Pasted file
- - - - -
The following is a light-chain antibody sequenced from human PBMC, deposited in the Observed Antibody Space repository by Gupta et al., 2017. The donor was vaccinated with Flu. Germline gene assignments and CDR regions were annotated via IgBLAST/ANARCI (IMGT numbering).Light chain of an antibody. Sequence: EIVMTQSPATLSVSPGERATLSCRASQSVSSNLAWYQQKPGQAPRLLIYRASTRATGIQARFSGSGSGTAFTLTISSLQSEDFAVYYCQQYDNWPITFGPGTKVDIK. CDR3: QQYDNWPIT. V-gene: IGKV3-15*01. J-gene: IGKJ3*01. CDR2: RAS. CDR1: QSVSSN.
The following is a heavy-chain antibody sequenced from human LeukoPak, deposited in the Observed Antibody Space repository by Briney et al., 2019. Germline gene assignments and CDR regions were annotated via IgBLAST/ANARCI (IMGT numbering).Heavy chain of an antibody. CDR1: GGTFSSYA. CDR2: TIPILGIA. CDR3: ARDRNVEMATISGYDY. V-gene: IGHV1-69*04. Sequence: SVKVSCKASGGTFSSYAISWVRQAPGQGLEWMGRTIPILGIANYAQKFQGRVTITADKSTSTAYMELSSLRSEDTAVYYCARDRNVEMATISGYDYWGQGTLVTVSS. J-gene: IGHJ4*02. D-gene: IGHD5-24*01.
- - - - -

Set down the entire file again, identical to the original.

The following is a light-chain antibody sequenced from human PBMC, deposited in the Observed Antibody Space repository by Gupta et al., 2017. The donor was vaccinated with Flu. Germline gene assignments and CDR regions were annotated via IgBLAST/ANARCI (IMGT numbering).Light chain of an antibody. Sequence: EIVMTQSPATLSVSPGERATLSCRASQSVSSNLAWYQQKPGQAPRLLIYRASTRATGIQARFSGSGSGTAFTLTISSLQSEDFAVYYCQQYDNWPITFGPGTKVDIK. CDR3: QQYDNWPIT. V-gene: IGKV3-15*01. J-gene: IGKJ3*01. CDR2: RAS. CDR1: QSVSSN.
The following is a heavy-chain antibody sequenced from human LeukoPak, deposited in the Observed Antibody Space repository by Briney et al., 2019. Germline gene assignments and CDR regions were annotated via IgBLAST/ANARCI (IMGT numbering).Heavy chain of an antibody. CDR1: GGTFSSYA. CDR2: TIPILGIA. CDR3: ARDRNVEMATISGYDY. V-gene: IGHV1-69*04. Sequence: SVKVSCKASGGTFSSYAISWVRQAPGQGLEWMGRTIPILGIANYAQKFQGRVTITADKSTSTAYMELSSLRSEDTAVYYCARDRNVEMATISGYDYWGQGTLVTVSS. J-gene: IGHJ4*02. D-gene: IGHD5-24*01.